First off, we had eight passengers, 50% of whom were children. Second off, we had 10 pieces of luggage, four kids’ backpacks and three laptop/briefcases. All that luggage would have been no problem at all if we didn't have to change trains, but, of course, we did. We didn't just have to change one time, we had to change four different times!!!!!

From the ship we took a taxi to the train station. When we got in the taxi the kids were very unnerved. Leila even started to cry. The driver was sitting on the wrong side, the kids didn’t have car seats and the van we were sitting in had a totally strange configuration!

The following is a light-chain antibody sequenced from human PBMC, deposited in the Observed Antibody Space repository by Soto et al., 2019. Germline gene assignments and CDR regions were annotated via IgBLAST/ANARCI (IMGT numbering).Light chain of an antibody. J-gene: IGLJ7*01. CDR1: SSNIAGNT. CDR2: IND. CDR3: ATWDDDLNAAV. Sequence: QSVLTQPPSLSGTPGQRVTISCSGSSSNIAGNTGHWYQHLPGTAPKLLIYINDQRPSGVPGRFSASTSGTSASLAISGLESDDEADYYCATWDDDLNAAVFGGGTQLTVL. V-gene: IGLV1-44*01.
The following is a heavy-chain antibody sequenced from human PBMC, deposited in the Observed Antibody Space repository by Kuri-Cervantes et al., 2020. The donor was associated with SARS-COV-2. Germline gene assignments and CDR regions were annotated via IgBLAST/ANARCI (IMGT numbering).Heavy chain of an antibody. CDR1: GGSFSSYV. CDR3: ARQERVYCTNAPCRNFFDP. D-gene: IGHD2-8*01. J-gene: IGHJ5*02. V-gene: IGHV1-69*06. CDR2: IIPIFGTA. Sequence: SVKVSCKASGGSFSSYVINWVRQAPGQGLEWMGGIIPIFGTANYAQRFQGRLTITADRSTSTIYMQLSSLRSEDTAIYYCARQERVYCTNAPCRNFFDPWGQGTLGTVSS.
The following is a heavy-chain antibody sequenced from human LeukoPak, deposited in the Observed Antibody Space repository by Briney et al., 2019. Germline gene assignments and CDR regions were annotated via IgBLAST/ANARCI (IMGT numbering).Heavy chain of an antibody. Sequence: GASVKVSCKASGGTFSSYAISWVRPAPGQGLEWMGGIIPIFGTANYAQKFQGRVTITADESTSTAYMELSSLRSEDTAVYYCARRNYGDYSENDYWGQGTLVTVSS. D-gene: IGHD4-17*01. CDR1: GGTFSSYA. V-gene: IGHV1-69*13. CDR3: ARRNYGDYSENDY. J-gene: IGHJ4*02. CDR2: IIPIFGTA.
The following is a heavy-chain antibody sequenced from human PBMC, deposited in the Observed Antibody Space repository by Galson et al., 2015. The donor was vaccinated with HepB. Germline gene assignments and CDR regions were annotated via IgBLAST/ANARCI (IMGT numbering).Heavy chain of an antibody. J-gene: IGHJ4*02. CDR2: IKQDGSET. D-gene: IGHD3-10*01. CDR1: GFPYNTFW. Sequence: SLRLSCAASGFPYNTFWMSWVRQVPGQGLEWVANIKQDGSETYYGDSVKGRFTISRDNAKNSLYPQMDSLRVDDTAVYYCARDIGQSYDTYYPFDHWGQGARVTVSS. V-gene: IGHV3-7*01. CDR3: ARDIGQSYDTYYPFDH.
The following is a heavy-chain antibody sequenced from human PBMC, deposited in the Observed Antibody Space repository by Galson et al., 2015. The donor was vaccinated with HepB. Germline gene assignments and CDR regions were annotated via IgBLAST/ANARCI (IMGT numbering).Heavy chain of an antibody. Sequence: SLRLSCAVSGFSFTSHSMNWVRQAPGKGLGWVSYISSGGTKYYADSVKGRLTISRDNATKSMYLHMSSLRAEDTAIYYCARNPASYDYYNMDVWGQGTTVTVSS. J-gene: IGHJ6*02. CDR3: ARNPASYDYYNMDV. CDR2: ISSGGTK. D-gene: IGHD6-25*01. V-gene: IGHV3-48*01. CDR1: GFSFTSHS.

We got on the first train with seconds to spare, after wrestling all the baggage into a baggage compartment on the train. Then we noticed there were electronic displays above each row, some said the seat was unclaimed and others said the seat was reserved at a certain stop. We realized that we were going to have to pay attention to where everyone was seated, so as not to get kicked out and be without a seat. We didn’t end up finding eight seats together and so we were randomly strewn about the cabin, all the adults trying to keep an eye on the kids. The kids did a great job, playing quietly with their toys and each other.

The station where we needed to change trains came up and we off-loaded ourselves and all our freakin’ bags. This time a station attendant noticed us, and our freakishly large load, grabbed a rolling luggage rack and helped us to our next train. We heard quite a few snickers and comments about how much luggage we had as we passed by people. And we did have a lot of luggage, they were right.